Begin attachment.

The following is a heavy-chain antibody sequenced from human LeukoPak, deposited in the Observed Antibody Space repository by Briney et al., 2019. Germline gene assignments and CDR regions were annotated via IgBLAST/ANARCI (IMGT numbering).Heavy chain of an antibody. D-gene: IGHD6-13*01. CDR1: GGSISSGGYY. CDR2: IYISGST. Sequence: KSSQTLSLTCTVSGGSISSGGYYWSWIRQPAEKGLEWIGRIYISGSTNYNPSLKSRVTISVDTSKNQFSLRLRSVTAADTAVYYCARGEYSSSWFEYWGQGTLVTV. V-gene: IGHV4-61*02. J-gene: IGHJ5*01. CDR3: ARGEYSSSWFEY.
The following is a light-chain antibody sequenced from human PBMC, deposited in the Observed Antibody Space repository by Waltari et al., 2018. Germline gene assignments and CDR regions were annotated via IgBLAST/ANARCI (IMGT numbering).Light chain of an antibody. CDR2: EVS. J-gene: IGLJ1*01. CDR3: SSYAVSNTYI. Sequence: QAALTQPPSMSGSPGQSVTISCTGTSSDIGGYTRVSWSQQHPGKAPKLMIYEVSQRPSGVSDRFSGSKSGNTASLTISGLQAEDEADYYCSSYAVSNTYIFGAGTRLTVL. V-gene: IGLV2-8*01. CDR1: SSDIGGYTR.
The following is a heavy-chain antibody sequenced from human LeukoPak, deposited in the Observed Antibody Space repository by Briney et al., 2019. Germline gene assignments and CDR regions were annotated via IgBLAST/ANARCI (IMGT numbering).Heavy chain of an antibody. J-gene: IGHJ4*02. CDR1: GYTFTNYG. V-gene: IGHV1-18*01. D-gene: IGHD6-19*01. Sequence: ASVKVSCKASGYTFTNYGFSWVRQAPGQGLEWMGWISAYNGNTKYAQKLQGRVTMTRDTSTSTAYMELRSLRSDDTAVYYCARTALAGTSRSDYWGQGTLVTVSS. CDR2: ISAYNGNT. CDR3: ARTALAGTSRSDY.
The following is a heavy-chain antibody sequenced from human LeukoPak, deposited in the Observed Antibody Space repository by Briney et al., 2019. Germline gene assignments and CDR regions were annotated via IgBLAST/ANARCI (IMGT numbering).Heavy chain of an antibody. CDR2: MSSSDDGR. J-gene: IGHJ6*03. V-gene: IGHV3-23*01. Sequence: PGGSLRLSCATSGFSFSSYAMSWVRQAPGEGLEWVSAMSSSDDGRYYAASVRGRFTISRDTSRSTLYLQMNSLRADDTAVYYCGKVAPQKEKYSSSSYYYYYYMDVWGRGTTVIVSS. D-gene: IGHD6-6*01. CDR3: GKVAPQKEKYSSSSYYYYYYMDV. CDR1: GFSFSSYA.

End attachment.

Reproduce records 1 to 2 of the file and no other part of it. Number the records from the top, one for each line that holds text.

The following is a heavy-chain antibody sequenced from human LeukoPak, deposited in the Observed Antibody Space repository by Briney et al., 2019. Germline gene assignments and CDR regions were annotated via IgBLAST/ANARCI (IMGT numbering).Heavy chain of an antibody. D-gene: IGHD6-13*01. CDR1: GGSISSGGYY. CDR2: IYISGST. Sequence: KSSQTLSLTCTVSGGSISSGGYYWSWIRQPAEKGLEWIGRIYISGSTNYNPSLKSRVTISVDTSKNQFSLRLRSVTAADTAVYYCARGEYSSSWFEYWGQGTLVTV. V-gene: IGHV4-61*02. J-gene: IGHJ5*01. CDR3: ARGEYSSSWFEY.
The following is a light-chain antibody sequenced from human PBMC, deposited in the Observed Antibody Space repository by Waltari et al., 2018. Germline gene assignments and CDR regions were annotated via IgBLAST/ANARCI (IMGT numbering).Light chain of an antibody. CDR2: EVS. J-gene: IGLJ1*01. CDR3: SSYAVSNTYI. Sequence: QAALTQPPSMSGSPGQSVTISCTGTSSDIGGYTRVSWSQQHPGKAPKLMIYEVSQRPSGVSDRFSGSKSGNTASLTISGLQAEDEADYYCSSYAVSNTYIFGAGTRLTVL. V-gene: IGLV2-8*01. CDR1: SSDIGGYTR.